We might be on the cusp of something… small. Divergent 3D, which ‘prints’ sustainable eco-friendly vehicles, has partnered with SLM Solutions, so that together they can grow its ‘Node platform’ and see more cars built where they’re sold, rather than shipped from factories far from their customer base.
“Divergent has been looking beyond the production line,” says Laser Lines’ SLM Product Specialist, Paul Tickle. “It’s one of the few manufacturers addressing one of the most polluting parts of the whole process: not driving the car but building it.”
It plans to produce 10,000 cars a year by printing, rather than forging, the nodes that connect the various parts of a vehicle’s carbon fibre frame. These can then be shipped to wherever they’re needed for local assembly, entirely bypassing the production line.
“One of the major benefits of additive manufacturing is that you don’t need to produce a part in the Far East, America or somewhere in Europe if you want to use it in the UK,” Tickle explains. “There are potential benefits to garages and service centres, too. If a customer calls for a part, they won’t need to hold the stock: they can just print it locally making it available for fitting two or three days later.”
We may one day get to the point where end users can specify their cars for bespoke production using a process like this but, as Tickle says, that’s still some way off. More likely, its use will be confined to leading-edge manufacturers like Divergent and smaller-scale producers like Atom, Noble or Morgan, while larger names use the technology in a proof of concept and development capacity.
“We’ll only get to the point where mass produced cars are available on this platform when build volumes get significantly larger and build times are reduced,” Tickle says. “In the meantime, we’re going to start seeing the larger players facing competition from some unexpected quarters.”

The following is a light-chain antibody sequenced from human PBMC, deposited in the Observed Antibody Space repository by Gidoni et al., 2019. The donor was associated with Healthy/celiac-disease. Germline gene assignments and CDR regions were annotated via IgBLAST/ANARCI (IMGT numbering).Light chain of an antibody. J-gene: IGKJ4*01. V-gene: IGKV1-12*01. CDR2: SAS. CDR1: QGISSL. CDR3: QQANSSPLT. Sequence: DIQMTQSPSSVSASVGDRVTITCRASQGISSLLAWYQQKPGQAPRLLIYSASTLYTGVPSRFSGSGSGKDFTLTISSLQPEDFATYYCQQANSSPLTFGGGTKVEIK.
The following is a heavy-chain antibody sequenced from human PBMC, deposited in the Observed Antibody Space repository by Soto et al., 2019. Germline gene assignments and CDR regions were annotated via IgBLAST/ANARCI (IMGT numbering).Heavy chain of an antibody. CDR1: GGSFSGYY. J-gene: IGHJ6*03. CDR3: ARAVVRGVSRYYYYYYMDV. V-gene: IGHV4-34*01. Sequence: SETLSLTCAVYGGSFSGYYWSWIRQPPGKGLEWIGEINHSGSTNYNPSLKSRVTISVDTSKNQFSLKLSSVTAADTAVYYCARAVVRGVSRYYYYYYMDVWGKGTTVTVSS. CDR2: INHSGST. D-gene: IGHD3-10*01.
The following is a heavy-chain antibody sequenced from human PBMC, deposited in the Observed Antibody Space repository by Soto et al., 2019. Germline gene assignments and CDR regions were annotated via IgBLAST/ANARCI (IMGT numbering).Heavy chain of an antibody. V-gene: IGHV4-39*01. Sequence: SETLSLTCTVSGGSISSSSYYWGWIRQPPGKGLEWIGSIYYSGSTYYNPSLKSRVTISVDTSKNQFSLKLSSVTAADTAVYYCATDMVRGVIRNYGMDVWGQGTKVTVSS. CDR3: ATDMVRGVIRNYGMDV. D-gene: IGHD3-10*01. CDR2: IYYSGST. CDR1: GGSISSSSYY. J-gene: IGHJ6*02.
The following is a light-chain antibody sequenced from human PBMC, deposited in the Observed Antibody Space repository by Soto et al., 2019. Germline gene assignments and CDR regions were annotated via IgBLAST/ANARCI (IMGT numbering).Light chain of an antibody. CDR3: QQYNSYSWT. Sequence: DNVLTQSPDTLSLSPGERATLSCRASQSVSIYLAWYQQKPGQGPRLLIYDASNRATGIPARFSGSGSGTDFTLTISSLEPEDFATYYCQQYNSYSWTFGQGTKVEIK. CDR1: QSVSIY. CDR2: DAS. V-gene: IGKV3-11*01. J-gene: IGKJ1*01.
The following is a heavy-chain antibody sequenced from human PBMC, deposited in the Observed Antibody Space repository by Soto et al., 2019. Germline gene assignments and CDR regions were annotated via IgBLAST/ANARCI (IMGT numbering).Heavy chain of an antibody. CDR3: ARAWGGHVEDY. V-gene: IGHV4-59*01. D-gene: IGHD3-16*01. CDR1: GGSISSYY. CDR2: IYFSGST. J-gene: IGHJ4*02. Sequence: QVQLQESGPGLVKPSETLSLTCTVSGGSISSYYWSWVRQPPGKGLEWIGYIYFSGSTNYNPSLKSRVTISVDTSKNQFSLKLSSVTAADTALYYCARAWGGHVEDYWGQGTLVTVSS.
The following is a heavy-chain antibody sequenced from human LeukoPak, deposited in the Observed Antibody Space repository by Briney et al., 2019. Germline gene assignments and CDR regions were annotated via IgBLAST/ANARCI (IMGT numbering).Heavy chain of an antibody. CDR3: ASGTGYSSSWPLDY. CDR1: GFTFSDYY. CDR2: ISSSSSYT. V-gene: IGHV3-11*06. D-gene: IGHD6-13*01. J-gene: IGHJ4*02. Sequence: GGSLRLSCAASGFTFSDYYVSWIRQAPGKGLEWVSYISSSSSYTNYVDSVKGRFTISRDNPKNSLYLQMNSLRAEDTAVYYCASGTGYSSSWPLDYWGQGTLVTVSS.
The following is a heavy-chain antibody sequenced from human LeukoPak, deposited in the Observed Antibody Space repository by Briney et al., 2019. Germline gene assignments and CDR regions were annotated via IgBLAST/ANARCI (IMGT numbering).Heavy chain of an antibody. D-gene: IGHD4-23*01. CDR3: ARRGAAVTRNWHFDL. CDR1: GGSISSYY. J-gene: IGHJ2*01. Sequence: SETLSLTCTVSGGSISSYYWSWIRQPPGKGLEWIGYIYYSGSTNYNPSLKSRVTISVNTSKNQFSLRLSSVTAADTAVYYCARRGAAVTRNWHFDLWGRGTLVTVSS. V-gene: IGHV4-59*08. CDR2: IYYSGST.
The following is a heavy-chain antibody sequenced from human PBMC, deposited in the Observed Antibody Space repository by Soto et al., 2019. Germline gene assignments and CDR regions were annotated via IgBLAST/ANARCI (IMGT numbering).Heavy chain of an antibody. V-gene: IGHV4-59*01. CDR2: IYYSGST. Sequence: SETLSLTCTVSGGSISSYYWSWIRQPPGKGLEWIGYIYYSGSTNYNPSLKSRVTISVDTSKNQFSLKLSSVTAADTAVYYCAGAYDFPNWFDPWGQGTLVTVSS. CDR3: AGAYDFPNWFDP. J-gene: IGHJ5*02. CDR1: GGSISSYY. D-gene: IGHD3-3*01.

The smallest SLM Solutions machines costing less than £300,000 and the largest for just over £1m, which Tickle acknowledges are large investments. For a smaller company turning out a few hundred or thousand vehicles a year, though, they can make sense, they can retain IP and fully control the process, most significant of all they’re cheaper than setting up a complete production line.
“This will certainly disrupt the current car-building processes, but it will run alongside the traditional factory rather than replacing it wholesale, at least for a few years yet,” he says.
“You can’t just take a part off a machine and put it straight onto a car: there’s still a requirement for milling, turning, grinding and polishing, and with cars coming off production lines every 20 seconds or so. We can’t change the lines and workers with 3D printers, you’d probably need to build a larger factory.”
Yet this is a rapidly maturing market, and Divergent 3D and SLM Solutions aren’t the only players. Gas turbine blades are being produced this way, and GE is printing fuel nozzles for its Leap engines; Airbus has put 3D printed antenna bracketry into orbit and Space X is using additive production processes to produce components for its rockets.
“Smaller-scale on-site production is going mainstream as manufacturers address not only the carbon cost of using what they produce, but the ecological impact of building them in the first place,” Tickle says. “That can only be good news – for the planet as well as their customers.”
To learn more about how additive manufacturing in metal and thermoplastics can reduce the carbon footprint of all kinds of manufacturing processes, call Laser Lines today on 01295 672588 or email email@example.com